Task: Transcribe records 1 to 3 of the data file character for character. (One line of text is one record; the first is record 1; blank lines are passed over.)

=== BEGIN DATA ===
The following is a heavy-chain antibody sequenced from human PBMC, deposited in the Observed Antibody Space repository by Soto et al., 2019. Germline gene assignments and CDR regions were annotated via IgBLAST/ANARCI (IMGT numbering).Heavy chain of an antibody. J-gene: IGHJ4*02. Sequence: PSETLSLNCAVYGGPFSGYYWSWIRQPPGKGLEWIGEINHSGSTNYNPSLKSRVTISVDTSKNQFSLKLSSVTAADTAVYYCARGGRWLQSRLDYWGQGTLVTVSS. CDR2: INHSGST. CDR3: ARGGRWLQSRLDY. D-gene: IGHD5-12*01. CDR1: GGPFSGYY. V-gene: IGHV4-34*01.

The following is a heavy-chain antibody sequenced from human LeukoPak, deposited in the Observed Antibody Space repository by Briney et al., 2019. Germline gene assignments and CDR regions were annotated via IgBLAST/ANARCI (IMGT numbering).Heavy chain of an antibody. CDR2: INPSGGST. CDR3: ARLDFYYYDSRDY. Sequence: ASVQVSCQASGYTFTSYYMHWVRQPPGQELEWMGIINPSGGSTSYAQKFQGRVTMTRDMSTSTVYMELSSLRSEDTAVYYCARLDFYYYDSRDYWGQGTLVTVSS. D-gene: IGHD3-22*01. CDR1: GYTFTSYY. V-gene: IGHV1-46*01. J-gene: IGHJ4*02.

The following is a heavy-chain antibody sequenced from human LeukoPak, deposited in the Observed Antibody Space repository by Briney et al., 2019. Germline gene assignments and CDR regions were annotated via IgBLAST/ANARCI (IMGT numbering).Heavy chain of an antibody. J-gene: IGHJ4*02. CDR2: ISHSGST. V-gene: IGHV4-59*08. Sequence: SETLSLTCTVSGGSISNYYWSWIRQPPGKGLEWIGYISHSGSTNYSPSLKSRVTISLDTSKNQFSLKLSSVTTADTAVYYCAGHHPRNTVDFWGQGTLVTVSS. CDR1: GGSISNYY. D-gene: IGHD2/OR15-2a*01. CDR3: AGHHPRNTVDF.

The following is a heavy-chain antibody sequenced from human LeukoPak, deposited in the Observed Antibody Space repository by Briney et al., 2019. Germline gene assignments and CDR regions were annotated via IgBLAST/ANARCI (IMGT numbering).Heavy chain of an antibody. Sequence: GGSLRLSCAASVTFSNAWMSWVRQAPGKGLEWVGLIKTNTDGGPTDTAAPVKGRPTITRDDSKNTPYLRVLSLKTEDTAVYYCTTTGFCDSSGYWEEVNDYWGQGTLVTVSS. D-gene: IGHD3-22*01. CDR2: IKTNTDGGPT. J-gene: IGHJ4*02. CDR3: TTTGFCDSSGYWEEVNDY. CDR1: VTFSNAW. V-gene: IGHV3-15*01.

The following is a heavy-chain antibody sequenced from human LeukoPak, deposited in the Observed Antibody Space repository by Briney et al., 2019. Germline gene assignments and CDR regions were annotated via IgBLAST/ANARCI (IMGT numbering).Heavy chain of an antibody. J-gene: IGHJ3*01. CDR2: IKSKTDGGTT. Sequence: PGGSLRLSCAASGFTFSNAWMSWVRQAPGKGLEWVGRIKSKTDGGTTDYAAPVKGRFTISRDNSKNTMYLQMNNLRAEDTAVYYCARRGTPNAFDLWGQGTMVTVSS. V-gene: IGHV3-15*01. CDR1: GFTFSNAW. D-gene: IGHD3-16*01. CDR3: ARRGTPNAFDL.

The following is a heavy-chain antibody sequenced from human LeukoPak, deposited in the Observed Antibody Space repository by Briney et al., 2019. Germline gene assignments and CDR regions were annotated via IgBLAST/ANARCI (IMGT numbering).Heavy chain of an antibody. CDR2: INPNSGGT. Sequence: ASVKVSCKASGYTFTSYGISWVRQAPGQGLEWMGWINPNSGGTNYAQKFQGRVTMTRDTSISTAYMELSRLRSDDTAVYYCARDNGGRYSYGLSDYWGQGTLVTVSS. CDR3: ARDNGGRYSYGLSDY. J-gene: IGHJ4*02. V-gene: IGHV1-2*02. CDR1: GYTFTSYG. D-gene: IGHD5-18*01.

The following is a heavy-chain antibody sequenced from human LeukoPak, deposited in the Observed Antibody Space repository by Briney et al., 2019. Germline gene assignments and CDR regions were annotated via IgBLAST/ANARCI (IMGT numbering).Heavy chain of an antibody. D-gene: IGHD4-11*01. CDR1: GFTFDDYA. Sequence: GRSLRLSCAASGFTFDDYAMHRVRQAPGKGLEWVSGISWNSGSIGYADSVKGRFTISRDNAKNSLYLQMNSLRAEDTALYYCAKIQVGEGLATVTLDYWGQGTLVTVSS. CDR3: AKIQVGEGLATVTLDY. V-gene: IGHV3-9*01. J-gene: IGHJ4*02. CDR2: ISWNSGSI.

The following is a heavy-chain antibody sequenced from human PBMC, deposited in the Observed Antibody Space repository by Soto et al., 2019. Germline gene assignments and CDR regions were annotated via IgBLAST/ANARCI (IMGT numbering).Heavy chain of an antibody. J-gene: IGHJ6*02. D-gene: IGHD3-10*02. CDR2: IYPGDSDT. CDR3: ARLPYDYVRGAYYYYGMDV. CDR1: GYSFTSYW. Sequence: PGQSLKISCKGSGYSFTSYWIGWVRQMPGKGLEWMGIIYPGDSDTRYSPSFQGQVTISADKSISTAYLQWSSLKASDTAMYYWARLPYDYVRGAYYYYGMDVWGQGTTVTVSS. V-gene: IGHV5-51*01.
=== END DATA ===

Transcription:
The following is a heavy-chain antibody sequenced from human PBMC, deposited in the Observed Antibody Space repository by Soto et al., 2019. Germline gene assignments and CDR regions were annotated via IgBLAST/ANARCI (IMGT numbering).Heavy chain of an antibody. J-gene: IGHJ4*02. Sequence: PSETLSLNCAVYGGPFSGYYWSWIRQPPGKGLEWIGEINHSGSTNYNPSLKSRVTISVDTSKNQFSLKLSSVTAADTAVYYCARGGRWLQSRLDYWGQGTLVTVSS. CDR2: INHSGST. CDR3: ARGGRWLQSRLDY. D-gene: IGHD5-12*01. CDR1: GGPFSGYY. V-gene: IGHV4-34*01.

The following is a heavy-chain antibody sequenced from human LeukoPak, deposited in the Observed Antibody Space repository by Briney et al., 2019. Germline gene assignments and CDR regions were annotated via IgBLAST/ANARCI (IMGT numbering).Heavy chain of an antibody. CDR2: INPSGGST. CDR3: ARLDFYYYDSRDY. Sequence: ASVQVSCQASGYTFTSYYMHWVRQPPGQELEWMGIINPSGGSTSYAQKFQGRVTMTRDMSTSTVYMELSSLRSEDTAVYYCARLDFYYYDSRDYWGQGTLVTVSS. D-gene: IGHD3-22*01. CDR1: GYTFTSYY. V-gene: IGHV1-46*01. J-gene: IGHJ4*02.

The following is a heavy-chain antibody sequenced from human LeukoPak, deposited in the Observed Antibody Space repository by Briney et al., 2019. Germline gene assignments and CDR regions were annotated via IgBLAST/ANARCI (IMGT numbering).Heavy chain of an antibody. J-gene: IGHJ4*02. CDR2: ISHSGST. V-gene: IGHV4-59*08. Sequence: SETLSLTCTVSGGSISNYYWSWIRQPPGKGLEWIGYISHSGSTNYSPSLKSRVTISLDTSKNQFSLKLSSVTTADTAVYYCAGHHPRNTVDFWGQGTLVTVSS. CDR1: GGSISNYY. D-gene: IGHD2/OR15-2a*01. CDR3: AGHHPRNTVDF.